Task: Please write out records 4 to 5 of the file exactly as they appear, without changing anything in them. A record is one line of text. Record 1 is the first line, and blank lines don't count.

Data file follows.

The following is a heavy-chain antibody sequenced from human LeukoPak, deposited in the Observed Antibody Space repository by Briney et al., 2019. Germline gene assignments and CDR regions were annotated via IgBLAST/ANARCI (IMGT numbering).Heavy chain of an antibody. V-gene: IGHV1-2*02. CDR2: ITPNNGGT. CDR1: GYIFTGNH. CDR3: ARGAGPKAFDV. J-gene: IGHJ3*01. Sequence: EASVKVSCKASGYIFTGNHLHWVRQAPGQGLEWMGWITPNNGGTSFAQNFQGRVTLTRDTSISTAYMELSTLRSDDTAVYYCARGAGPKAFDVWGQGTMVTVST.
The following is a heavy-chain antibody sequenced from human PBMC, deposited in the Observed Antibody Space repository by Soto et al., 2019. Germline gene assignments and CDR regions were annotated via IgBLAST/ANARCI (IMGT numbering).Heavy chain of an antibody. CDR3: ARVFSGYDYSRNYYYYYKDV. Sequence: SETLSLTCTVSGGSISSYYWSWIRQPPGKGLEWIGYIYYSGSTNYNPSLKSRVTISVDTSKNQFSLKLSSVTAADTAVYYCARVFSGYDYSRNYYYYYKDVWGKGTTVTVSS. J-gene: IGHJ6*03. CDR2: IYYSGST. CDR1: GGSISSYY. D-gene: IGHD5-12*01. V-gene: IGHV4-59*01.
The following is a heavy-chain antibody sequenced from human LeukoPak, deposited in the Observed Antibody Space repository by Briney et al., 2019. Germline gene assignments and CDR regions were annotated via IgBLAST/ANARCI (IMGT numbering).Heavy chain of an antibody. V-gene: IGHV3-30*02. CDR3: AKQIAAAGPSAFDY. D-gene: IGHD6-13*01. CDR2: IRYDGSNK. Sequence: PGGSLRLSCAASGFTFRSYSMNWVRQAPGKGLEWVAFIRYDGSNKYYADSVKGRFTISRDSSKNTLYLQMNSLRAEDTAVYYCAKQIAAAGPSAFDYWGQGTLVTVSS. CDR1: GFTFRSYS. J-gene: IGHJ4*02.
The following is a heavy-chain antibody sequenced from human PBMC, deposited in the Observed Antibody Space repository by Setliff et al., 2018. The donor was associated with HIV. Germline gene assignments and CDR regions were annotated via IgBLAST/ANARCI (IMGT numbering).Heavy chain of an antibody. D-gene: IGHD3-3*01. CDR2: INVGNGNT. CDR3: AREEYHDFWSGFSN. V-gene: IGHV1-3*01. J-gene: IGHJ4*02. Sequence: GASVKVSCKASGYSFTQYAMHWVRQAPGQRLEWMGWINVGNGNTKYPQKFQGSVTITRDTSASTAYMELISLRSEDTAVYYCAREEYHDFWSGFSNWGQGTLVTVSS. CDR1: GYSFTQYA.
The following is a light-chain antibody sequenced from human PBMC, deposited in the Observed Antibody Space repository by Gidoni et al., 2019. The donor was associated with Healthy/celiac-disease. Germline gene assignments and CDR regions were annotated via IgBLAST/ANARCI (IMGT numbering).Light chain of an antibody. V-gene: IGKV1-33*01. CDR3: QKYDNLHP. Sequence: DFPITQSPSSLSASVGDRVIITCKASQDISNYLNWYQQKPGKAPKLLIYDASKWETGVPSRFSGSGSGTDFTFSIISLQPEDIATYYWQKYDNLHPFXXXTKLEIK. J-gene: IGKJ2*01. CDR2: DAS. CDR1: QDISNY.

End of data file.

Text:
The following is a heavy-chain antibody sequenced from human PBMC, deposited in the Observed Antibody Space repository by Setliff et al., 2018. The donor was associated with HIV. Germline gene assignments and CDR regions were annotated via IgBLAST/ANARCI (IMGT numbering).Heavy chain of an antibody. D-gene: IGHD3-3*01. CDR2: INVGNGNT. CDR3: AREEYHDFWSGFSN. V-gene: IGHV1-3*01. J-gene: IGHJ4*02. Sequence: GASVKVSCKASGYSFTQYAMHWVRQAPGQRLEWMGWINVGNGNTKYPQKFQGSVTITRDTSASTAYMELISLRSEDTAVYYCAREEYHDFWSGFSNWGQGTLVTVSS. CDR1: GYSFTQYA.
The following is a light-chain antibody sequenced from human PBMC, deposited in the Observed Antibody Space repository by Gidoni et al., 2019. The donor was associated with Healthy/celiac-disease. Germline gene assignments and CDR regions were annotated via IgBLAST/ANARCI (IMGT numbering).Light chain of an antibody. V-gene: IGKV1-33*01. CDR3: QKYDNLHP. Sequence: DFPITQSPSSLSASVGDRVIITCKASQDISNYLNWYQQKPGKAPKLLIYDASKWETGVPSRFSGSGSGTDFTFSIISLQPEDIATYYWQKYDNLHPFXXXTKLEIK. J-gene: IGKJ2*01. CDR2: DAS. CDR1: QDISNY.